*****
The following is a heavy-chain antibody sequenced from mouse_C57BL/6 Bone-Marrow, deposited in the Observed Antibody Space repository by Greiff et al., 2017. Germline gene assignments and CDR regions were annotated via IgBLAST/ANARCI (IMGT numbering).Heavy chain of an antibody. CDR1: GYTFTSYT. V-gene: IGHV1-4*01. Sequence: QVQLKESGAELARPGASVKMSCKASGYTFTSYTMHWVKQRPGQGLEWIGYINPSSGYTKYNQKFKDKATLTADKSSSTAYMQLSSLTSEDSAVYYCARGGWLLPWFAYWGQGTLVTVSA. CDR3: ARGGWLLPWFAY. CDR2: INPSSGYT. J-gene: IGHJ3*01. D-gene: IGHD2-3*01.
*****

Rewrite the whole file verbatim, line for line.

The following is a heavy-chain antibody sequenced from mouse_C57BL/6 Bone-Marrow, deposited in the Observed Antibody Space repository by Greiff et al., 2017. Germline gene assignments and CDR regions were annotated via IgBLAST/ANARCI (IMGT numbering).Heavy chain of an antibody. CDR1: GYTFTSYT. V-gene: IGHV1-4*01. Sequence: QVQLKESGAELARPGASVKMSCKASGYTFTSYTMHWVKQRPGQGLEWIGYINPSSGYTKYNQKFKDKATLTADKSSSTAYMQLSSLTSEDSAVYYCARGGWLLPWFAYWGQGTLVTVSA. CDR3: ARGGWLLPWFAY. CDR2: INPSSGYT. J-gene: IGHJ3*01. D-gene: IGHD2-3*01.